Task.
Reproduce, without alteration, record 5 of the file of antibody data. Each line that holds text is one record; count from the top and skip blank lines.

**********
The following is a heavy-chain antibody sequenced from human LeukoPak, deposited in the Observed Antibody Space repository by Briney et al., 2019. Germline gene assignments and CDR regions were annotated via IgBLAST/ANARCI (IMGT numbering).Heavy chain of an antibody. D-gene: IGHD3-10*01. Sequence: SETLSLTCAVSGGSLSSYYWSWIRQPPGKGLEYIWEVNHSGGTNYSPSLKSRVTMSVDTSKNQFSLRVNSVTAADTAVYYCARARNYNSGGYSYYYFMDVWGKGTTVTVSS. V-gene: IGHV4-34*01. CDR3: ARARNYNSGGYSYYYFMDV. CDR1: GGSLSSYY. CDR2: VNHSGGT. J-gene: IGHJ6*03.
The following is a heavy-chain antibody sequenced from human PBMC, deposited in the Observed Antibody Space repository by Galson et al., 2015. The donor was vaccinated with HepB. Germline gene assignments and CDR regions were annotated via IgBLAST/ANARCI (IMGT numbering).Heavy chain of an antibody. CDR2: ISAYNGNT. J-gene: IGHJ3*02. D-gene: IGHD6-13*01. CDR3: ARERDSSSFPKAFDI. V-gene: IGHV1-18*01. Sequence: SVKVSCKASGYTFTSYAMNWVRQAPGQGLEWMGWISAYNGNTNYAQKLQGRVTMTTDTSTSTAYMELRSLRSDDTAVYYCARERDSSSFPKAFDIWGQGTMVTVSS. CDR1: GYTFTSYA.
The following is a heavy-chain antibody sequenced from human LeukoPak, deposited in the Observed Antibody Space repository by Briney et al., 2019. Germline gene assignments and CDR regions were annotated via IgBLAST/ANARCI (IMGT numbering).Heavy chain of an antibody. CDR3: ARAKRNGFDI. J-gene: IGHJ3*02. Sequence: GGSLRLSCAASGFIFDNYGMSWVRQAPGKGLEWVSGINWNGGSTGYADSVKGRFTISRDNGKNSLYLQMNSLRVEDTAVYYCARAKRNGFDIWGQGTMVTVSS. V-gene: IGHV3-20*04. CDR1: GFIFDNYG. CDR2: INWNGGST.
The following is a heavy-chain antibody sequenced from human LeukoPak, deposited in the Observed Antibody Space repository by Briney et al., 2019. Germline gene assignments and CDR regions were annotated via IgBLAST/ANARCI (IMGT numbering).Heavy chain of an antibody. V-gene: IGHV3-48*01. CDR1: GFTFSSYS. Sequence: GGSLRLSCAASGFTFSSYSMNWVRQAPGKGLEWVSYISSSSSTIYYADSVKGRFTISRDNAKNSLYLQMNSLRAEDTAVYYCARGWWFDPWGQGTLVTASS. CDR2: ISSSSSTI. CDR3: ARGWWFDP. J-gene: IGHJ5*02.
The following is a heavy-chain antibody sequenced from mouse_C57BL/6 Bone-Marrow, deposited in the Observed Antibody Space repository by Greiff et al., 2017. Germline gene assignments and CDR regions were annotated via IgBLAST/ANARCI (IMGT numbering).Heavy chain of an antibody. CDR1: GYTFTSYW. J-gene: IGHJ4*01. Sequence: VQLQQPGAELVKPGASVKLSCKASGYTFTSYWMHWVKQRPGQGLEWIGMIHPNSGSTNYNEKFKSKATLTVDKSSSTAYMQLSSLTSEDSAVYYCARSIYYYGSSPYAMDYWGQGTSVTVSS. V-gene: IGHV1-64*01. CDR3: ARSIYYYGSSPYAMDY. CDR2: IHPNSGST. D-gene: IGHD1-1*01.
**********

The following is a heavy-chain antibody sequenced from mouse_C57BL/6 Bone-Marrow, deposited in the Observed Antibody Space repository by Greiff et al., 2017. Germline gene assignments and CDR regions were annotated via IgBLAST/ANARCI (IMGT numbering).Heavy chain of an antibody. CDR1: GYTFTSYW. J-gene: IGHJ4*01. Sequence: VQLQQPGAELVKPGASVKLSCKASGYTFTSYWMHWVKQRPGQGLEWIGMIHPNSGSTNYNEKFKSKATLTVDKSSSTAYMQLSSLTSEDSAVYYCARSIYYYGSSPYAMDYWGQGTSVTVSS. V-gene: IGHV1-64*01. CDR3: ARSIYYYGSSPYAMDY. CDR2: IHPNSGST. D-gene: IGHD1-1*01.